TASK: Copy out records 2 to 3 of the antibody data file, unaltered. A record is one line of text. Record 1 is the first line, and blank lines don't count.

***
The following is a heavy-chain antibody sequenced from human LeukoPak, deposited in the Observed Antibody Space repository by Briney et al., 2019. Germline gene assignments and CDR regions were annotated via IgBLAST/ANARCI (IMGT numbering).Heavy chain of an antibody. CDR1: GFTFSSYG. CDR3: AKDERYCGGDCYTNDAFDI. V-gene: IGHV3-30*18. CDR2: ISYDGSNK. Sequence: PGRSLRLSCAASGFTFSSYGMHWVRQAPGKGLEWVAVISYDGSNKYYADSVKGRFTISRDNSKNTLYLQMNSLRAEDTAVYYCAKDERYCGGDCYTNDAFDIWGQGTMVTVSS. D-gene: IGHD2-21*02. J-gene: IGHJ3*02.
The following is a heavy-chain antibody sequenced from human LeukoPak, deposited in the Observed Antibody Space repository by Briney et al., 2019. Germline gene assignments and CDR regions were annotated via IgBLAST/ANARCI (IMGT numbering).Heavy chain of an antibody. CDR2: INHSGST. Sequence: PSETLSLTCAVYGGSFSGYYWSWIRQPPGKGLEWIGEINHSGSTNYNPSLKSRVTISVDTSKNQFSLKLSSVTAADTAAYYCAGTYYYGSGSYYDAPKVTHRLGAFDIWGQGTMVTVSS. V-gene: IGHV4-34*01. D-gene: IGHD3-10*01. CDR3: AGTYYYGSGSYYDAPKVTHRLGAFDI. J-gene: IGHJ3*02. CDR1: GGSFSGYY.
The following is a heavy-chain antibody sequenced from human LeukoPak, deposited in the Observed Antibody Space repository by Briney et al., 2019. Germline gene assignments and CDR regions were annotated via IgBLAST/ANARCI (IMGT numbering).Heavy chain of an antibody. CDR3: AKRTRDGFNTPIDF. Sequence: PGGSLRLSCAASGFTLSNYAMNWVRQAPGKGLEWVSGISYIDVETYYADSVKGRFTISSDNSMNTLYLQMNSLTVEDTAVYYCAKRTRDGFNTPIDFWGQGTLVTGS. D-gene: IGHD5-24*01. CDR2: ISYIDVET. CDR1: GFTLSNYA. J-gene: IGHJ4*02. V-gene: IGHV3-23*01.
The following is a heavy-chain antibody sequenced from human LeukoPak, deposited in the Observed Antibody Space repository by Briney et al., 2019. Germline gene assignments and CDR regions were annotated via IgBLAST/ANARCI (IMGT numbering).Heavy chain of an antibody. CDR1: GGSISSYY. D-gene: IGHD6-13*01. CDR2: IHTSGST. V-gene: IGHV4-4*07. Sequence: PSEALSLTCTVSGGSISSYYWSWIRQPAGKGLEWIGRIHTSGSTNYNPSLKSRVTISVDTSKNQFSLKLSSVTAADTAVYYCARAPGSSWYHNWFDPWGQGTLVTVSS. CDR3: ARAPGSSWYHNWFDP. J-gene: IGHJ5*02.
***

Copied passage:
The following is a heavy-chain antibody sequenced from human LeukoPak, deposited in the Observed Antibody Space repository by Briney et al., 2019. Germline gene assignments and CDR regions were annotated via IgBLAST/ANARCI (IMGT numbering).Heavy chain of an antibody. CDR2: INHSGST. Sequence: PSETLSLTCAVYGGSFSGYYWSWIRQPPGKGLEWIGEINHSGSTNYNPSLKSRVTISVDTSKNQFSLKLSSVTAADTAAYYCAGTYYYGSGSYYDAPKVTHRLGAFDIWGQGTMVTVSS. V-gene: IGHV4-34*01. D-gene: IGHD3-10*01. CDR3: AGTYYYGSGSYYDAPKVTHRLGAFDI. J-gene: IGHJ3*02. CDR1: GGSFSGYY.
The following is a heavy-chain antibody sequenced from human LeukoPak, deposited in the Observed Antibody Space repository by Briney et al., 2019. Germline gene assignments and CDR regions were annotated via IgBLAST/ANARCI (IMGT numbering).Heavy chain of an antibody. CDR3: AKRTRDGFNTPIDF. Sequence: PGGSLRLSCAASGFTLSNYAMNWVRQAPGKGLEWVSGISYIDVETYYADSVKGRFTISSDNSMNTLYLQMNSLTVEDTAVYYCAKRTRDGFNTPIDFWGQGTLVTGS. D-gene: IGHD5-24*01. CDR2: ISYIDVET. CDR1: GFTLSNYA. J-gene: IGHJ4*02. V-gene: IGHV3-23*01.